March 12, 2011: Pro-Qaddafi fighters raise their weapons as they are pictured during a government-organized visit for foreign media in Bin Jawwad, 350 miles southeast of the capital Tripoli, in Libya. The world moved a step closer to a decision on imposing a no-fly zone over Libya but Qaddafi was swiftly advancing Saturday on the poorly equipped and loosely organized rebels who have seized much of the country.AP
BENGHAZI, Libya -- Libyan state television reported Sunday that forces loyal to Muammar Qaddafi have retaken the oil town of Brega in eastern Libya, swiftly advancing on the poorly equipped and loosely organized rebels.
The report could not immediately be verified. Libyan TV has issued faulty reports claiming territory in the past.
Qaddafi's forces pushed the front line miles deeper into rebel territory Saturday to just 25 miles outside Brega, the site of a major oil terminal. Sunday's report declared the city has been "cleansed from armed gangs."
The rebels have seen a string of defeats in recent days -- a major setback for opposition forces who just a week ago held the entire eastern half of the country and were charging toward the capital, Tripoli.
The rebels have called for a no-fly zone, saying they are no match for the Qaddafi regime's fighter jets. On Saturday, the Arab League asked the U.N. Security Council to impose a no-fly zone, increasing pressure on the U.S. and other Western powers to take action that most have expressed deep reservations about.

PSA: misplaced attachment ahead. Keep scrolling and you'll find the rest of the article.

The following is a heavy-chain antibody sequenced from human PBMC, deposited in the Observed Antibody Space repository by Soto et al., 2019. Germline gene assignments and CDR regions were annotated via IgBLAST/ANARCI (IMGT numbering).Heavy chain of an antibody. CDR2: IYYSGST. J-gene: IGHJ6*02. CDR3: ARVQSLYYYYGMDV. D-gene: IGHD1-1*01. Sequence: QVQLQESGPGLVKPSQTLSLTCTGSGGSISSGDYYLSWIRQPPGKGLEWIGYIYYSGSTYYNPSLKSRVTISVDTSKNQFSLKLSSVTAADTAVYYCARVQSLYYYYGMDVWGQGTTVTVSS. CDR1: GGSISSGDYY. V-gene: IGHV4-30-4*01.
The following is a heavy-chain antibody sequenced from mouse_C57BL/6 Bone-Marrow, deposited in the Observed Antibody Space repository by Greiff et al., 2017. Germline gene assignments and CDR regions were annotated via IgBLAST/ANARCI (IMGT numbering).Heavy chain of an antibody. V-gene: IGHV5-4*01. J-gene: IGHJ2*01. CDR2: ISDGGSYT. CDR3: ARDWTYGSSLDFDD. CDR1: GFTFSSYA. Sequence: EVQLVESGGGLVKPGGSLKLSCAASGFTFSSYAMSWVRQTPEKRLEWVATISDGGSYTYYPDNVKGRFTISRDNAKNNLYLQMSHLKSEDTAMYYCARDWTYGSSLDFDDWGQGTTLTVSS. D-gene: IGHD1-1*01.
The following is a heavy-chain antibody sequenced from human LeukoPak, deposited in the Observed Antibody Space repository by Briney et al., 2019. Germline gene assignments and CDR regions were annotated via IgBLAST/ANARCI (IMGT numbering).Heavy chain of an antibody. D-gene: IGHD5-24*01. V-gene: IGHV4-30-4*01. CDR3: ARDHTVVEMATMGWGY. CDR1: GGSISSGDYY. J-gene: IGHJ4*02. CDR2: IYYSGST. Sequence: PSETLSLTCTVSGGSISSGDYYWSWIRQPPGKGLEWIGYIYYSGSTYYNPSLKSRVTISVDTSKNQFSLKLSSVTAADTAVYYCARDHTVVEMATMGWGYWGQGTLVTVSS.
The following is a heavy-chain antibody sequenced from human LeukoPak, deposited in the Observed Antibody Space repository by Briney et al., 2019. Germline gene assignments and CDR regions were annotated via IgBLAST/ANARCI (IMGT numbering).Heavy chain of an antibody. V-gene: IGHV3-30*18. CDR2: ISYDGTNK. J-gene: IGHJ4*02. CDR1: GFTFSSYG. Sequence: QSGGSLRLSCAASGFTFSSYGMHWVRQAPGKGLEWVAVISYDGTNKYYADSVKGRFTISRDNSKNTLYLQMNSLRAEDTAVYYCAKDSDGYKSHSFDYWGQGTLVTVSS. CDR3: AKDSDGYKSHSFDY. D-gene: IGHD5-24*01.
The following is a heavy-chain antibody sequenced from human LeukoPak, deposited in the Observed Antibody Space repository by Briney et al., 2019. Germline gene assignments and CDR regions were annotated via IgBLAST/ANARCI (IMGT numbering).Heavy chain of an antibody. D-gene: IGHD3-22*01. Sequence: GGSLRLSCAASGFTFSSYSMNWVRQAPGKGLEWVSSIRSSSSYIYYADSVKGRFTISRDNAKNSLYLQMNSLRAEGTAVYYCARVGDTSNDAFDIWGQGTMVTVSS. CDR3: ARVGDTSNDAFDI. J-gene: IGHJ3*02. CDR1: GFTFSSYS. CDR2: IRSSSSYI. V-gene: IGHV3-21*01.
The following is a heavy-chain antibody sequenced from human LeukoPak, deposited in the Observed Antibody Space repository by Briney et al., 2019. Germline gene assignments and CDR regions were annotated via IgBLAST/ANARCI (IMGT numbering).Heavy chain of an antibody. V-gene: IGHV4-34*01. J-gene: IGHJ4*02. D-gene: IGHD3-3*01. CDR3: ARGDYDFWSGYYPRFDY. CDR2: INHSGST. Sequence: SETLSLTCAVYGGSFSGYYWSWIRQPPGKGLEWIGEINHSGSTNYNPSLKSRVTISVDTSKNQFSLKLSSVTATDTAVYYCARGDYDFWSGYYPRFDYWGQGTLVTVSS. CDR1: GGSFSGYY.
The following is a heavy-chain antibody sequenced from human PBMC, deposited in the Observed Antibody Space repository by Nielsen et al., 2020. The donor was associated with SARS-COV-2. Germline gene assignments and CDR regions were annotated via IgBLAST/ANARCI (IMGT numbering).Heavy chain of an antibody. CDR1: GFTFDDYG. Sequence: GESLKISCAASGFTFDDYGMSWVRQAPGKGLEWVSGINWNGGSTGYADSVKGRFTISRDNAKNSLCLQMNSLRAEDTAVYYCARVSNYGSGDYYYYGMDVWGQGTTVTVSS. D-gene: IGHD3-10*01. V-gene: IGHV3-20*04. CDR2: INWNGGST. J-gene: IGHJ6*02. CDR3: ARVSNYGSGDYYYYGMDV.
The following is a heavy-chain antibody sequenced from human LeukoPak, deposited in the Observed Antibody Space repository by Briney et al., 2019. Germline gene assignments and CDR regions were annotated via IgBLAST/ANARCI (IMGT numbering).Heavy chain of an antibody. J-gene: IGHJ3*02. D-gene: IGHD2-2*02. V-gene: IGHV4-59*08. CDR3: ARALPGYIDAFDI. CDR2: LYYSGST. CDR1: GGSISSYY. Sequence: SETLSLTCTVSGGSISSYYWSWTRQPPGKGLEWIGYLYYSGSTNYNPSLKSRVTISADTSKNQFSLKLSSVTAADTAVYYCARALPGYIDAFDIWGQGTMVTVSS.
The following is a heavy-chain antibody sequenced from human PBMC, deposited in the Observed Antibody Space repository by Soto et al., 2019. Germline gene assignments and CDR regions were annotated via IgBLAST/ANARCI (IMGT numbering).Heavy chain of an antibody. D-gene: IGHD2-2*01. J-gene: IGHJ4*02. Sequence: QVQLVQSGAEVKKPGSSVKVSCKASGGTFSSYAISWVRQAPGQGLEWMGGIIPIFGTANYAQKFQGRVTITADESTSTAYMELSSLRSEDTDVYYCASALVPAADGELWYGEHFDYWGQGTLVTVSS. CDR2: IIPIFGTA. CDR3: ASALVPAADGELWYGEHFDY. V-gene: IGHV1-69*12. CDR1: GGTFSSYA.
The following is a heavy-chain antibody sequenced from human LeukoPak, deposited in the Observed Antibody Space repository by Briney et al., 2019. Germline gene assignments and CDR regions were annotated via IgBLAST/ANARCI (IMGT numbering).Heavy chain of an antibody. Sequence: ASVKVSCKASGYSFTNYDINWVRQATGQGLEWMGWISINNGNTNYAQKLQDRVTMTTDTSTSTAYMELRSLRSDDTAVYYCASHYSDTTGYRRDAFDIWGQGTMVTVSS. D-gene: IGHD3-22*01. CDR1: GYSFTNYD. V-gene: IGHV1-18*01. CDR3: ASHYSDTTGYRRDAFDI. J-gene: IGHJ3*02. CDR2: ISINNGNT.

In surprisingly swift action and aggressive language, the 22-member Arab bloc said after an emergency meeting that the Libyan government had "lost its sovereignty." It asked the United Nations to "shoulder its responsibility ... to impose a no-fly zone over the movement of Libyan military planes and to create safe zones in the places vulnerable to airstrikes."
Western diplomats have said Arab and African approval was necessary before the Security Council voted on imposing a no-fly zone, which would be imposed by NATO nations to protect civilians from air attack by Qaddafi's forces.
The U.S. and many allies have expressed deep reservations about the effectiveness of a no-fly zone, and the possibility it could drag them into another messy conflict in the Muslim world.
Outside the rebel stronghold of Benghazi deep in opposition territory, Al-Jazeera cameraman Ali Hassan al-Jaber was killed in what the pan-Arab satellite station described as an ambush.
Correspondent Baybah Wald Amhadi said the crew's car came under fire from the rear as it returned from an assignment south of Benghazi. Al-Jaber was shot three times in the back and a fourth bullet hit another correspondent near the ear and wounded him, Amhadi said.
"Even areas under rebel control are not totally safe," he said. "There are followers, eyes or fifth columns, for Col. Qaddafi."
On Saturday, a resident reported fighting between government forces and rebels inside Qaddafi's territory in Misrata, Libya's third-largest city, 125 miles southeast of Tripoli.